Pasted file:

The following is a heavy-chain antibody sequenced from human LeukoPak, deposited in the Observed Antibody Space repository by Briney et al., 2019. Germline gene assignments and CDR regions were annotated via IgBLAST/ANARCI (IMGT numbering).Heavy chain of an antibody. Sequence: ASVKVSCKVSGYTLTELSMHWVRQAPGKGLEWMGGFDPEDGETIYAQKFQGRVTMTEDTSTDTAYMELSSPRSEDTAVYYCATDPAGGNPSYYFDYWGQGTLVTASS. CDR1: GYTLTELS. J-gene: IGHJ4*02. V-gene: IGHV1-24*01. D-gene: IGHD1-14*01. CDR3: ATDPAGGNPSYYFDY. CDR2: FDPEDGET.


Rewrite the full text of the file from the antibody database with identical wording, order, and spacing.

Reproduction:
The following is a heavy-chain antibody sequenced from human LeukoPak, deposited in the Observed Antibody Space repository by Briney et al., 2019. Germline gene assignments and CDR regions were annotated via IgBLAST/ANARCI (IMGT numbering).Heavy chain of an antibody. Sequence: ASVKVSCKVSGYTLTELSMHWVRQAPGKGLEWMGGFDPEDGETIYAQKFQGRVTMTEDTSTDTAYMELSSPRSEDTAVYYCATDPAGGNPSYYFDYWGQGTLVTASS. CDR1: GYTLTELS. J-gene: IGHJ4*02. V-gene: IGHV1-24*01. D-gene: IGHD1-14*01. CDR3: ATDPAGGNPSYYFDY. CDR2: FDPEDGET.